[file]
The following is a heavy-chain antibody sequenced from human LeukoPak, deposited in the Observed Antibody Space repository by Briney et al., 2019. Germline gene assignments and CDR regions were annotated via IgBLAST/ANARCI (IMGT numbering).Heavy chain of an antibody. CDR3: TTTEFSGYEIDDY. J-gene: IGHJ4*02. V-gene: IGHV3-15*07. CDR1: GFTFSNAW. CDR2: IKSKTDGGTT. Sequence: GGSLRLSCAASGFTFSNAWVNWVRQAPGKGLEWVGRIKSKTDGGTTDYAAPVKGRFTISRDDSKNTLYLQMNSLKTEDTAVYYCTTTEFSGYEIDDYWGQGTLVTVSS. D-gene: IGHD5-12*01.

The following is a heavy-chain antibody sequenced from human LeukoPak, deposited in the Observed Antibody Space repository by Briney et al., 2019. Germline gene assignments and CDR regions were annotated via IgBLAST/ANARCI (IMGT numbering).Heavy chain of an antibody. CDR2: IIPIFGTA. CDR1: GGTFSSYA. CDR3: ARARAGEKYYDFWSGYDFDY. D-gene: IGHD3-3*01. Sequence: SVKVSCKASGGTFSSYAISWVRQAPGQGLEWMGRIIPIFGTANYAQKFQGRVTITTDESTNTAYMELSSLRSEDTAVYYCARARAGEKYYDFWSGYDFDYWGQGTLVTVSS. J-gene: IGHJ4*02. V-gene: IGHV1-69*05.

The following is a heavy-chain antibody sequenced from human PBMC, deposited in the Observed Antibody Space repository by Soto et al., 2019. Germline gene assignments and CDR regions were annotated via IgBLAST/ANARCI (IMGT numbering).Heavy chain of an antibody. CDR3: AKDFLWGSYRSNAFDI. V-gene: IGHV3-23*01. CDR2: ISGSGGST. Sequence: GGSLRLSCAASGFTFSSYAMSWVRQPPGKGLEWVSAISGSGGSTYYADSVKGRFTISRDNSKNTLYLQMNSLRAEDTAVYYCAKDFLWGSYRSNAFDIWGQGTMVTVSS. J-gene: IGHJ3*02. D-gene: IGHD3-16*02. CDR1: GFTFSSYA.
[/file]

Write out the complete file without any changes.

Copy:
The following is a heavy-chain antibody sequenced from human LeukoPak, deposited in the Observed Antibody Space repository by Briney et al., 2019. Germline gene assignments and CDR regions were annotated via IgBLAST/ANARCI (IMGT numbering).Heavy chain of an antibody. CDR3: TTTEFSGYEIDDY. J-gene: IGHJ4*02. V-gene: IGHV3-15*07. CDR1: GFTFSNAW. CDR2: IKSKTDGGTT. Sequence: GGSLRLSCAASGFTFSNAWVNWVRQAPGKGLEWVGRIKSKTDGGTTDYAAPVKGRFTISRDDSKNTLYLQMNSLKTEDTAVYYCTTTEFSGYEIDDYWGQGTLVTVSS. D-gene: IGHD5-12*01.

The following is a heavy-chain antibody sequenced from human LeukoPak, deposited in the Observed Antibody Space repository by Briney et al., 2019. Germline gene assignments and CDR regions were annotated via IgBLAST/ANARCI (IMGT numbering).Heavy chain of an antibody. CDR2: IIPIFGTA. CDR1: GGTFSSYA. CDR3: ARARAGEKYYDFWSGYDFDY. D-gene: IGHD3-3*01. Sequence: SVKVSCKASGGTFSSYAISWVRQAPGQGLEWMGRIIPIFGTANYAQKFQGRVTITTDESTNTAYMELSSLRSEDTAVYYCARARAGEKYYDFWSGYDFDYWGQGTLVTVSS. J-gene: IGHJ4*02. V-gene: IGHV1-69*05.

The following is a heavy-chain antibody sequenced from human PBMC, deposited in the Observed Antibody Space repository by Soto et al., 2019. Germline gene assignments and CDR regions were annotated via IgBLAST/ANARCI (IMGT numbering).Heavy chain of an antibody. CDR3: AKDFLWGSYRSNAFDI. V-gene: IGHV3-23*01. CDR2: ISGSGGST. Sequence: GGSLRLSCAASGFTFSSYAMSWVRQPPGKGLEWVSAISGSGGSTYYADSVKGRFTISRDNSKNTLYLQMNSLRAEDTAVYYCAKDFLWGSYRSNAFDIWGQGTMVTVSS. J-gene: IGHJ3*02. D-gene: IGHD3-16*02. CDR1: GFTFSSYA.